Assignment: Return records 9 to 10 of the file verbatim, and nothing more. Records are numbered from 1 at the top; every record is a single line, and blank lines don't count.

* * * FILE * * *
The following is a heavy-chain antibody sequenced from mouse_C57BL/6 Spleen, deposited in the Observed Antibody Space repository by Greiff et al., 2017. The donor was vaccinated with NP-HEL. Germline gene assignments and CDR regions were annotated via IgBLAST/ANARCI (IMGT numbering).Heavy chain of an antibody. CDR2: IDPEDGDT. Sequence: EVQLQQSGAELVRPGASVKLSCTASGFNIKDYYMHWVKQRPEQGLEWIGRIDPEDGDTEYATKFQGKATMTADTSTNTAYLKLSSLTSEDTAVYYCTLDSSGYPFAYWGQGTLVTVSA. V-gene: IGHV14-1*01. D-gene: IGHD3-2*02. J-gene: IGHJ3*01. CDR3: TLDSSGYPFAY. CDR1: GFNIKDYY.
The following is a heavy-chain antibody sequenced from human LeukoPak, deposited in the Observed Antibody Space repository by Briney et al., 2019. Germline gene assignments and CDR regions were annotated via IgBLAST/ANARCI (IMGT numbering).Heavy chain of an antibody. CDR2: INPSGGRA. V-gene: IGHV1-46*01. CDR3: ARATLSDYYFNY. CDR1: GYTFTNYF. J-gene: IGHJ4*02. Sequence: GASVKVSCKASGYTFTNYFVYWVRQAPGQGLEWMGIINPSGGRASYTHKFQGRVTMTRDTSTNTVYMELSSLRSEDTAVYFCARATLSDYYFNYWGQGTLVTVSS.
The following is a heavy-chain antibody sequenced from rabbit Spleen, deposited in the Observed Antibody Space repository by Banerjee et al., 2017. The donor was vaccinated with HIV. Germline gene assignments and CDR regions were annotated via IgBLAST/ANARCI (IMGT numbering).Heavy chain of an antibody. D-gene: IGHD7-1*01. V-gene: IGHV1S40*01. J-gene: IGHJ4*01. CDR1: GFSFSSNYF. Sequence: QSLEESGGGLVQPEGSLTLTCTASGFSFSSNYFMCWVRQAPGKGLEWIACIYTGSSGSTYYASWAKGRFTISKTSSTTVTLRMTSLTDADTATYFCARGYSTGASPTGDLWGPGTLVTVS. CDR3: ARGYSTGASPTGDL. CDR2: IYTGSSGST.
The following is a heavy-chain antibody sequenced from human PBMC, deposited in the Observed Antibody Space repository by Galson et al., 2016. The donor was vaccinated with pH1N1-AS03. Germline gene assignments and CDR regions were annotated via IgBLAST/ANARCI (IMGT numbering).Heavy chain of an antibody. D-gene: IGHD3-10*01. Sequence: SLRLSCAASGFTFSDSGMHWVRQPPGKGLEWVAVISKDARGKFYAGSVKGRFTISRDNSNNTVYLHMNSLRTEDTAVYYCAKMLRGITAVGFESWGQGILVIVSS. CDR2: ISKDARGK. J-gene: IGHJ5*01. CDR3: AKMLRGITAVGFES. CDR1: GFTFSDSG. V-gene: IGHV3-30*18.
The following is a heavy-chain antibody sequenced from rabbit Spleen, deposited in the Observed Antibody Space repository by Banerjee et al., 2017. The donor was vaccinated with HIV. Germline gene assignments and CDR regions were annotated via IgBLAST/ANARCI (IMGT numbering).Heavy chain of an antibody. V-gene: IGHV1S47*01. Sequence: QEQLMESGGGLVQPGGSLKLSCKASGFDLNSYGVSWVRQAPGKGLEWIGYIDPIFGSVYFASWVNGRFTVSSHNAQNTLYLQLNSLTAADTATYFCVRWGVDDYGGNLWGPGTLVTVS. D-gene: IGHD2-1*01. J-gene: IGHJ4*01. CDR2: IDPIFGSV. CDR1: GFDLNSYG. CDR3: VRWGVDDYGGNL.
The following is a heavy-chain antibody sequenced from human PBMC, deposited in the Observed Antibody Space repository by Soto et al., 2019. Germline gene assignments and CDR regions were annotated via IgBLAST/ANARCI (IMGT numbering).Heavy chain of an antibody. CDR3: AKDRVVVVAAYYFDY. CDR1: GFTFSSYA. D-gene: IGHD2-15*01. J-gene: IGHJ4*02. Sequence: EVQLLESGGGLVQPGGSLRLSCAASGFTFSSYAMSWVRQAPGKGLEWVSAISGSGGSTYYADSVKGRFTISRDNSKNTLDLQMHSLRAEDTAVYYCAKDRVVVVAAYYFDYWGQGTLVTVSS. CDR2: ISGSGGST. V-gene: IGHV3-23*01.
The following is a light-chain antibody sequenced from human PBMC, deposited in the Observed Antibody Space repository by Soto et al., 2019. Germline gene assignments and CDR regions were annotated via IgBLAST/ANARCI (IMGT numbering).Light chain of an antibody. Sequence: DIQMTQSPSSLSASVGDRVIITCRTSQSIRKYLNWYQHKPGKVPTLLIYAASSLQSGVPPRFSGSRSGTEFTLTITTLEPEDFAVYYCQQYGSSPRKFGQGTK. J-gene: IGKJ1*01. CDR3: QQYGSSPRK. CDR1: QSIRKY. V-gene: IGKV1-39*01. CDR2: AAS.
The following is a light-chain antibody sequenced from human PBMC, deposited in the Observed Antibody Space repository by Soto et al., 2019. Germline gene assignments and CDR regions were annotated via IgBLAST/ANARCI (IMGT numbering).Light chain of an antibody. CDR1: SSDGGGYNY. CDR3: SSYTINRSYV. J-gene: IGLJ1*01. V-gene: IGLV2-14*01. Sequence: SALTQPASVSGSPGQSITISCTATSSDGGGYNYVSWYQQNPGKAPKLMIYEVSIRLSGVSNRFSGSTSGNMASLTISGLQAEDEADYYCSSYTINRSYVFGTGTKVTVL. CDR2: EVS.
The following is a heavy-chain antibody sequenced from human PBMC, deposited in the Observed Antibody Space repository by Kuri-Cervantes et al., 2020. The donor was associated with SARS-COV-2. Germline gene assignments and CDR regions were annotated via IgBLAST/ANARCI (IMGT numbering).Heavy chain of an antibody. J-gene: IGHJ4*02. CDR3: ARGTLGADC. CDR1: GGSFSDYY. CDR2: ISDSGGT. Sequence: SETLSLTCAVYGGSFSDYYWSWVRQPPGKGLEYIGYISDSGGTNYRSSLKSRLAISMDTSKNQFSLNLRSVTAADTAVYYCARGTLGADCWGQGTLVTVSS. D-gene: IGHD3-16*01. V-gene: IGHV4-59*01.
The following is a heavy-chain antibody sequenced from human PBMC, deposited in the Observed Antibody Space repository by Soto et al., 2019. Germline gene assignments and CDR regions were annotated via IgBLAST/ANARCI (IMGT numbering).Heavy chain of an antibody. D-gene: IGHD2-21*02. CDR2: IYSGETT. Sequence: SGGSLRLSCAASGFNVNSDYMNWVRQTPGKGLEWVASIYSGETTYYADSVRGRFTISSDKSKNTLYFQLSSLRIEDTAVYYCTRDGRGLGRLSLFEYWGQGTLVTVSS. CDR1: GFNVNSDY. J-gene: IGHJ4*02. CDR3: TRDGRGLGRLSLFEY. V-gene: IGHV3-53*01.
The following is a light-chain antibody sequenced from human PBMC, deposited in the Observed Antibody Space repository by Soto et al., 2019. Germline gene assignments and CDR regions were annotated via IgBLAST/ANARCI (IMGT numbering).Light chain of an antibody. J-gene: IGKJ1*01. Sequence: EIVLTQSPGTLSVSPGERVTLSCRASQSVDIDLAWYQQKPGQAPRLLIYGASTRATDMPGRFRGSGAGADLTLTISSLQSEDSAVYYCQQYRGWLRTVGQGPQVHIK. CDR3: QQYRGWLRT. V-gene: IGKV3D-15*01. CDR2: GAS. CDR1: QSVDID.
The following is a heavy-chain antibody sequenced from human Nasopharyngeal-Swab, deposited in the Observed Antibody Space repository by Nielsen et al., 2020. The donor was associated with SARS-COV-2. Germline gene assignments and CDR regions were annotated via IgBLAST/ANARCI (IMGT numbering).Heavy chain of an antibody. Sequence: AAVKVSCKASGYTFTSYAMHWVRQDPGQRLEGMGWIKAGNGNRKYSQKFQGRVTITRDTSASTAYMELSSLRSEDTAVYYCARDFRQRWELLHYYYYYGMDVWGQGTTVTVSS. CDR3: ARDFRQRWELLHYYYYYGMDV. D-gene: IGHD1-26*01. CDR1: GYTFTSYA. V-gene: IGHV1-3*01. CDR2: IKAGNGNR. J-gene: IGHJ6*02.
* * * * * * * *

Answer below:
The following is a heavy-chain antibody sequenced from human PBMC, deposited in the Observed Antibody Space repository by Kuri-Cervantes et al., 2020. The donor was associated with SARS-COV-2. Germline gene assignments and CDR regions were annotated via IgBLAST/ANARCI (IMGT numbering).Heavy chain of an antibody. J-gene: IGHJ4*02. CDR3: ARGTLGADC. CDR1: GGSFSDYY. CDR2: ISDSGGT. Sequence: SETLSLTCAVYGGSFSDYYWSWVRQPPGKGLEYIGYISDSGGTNYRSSLKSRLAISMDTSKNQFSLNLRSVTAADTAVYYCARGTLGADCWGQGTLVTVSS. D-gene: IGHD3-16*01. V-gene: IGHV4-59*01.
The following is a heavy-chain antibody sequenced from human PBMC, deposited in the Observed Antibody Space repository by Soto et al., 2019. Germline gene assignments and CDR regions were annotated via IgBLAST/ANARCI (IMGT numbering).Heavy chain of an antibody. D-gene: IGHD2-21*02. CDR2: IYSGETT. Sequence: SGGSLRLSCAASGFNVNSDYMNWVRQTPGKGLEWVASIYSGETTYYADSVRGRFTISSDKSKNTLYFQLSSLRIEDTAVYYCTRDGRGLGRLSLFEYWGQGTLVTVSS. CDR1: GFNVNSDY. J-gene: IGHJ4*02. CDR3: TRDGRGLGRLSLFEY. V-gene: IGHV3-53*01.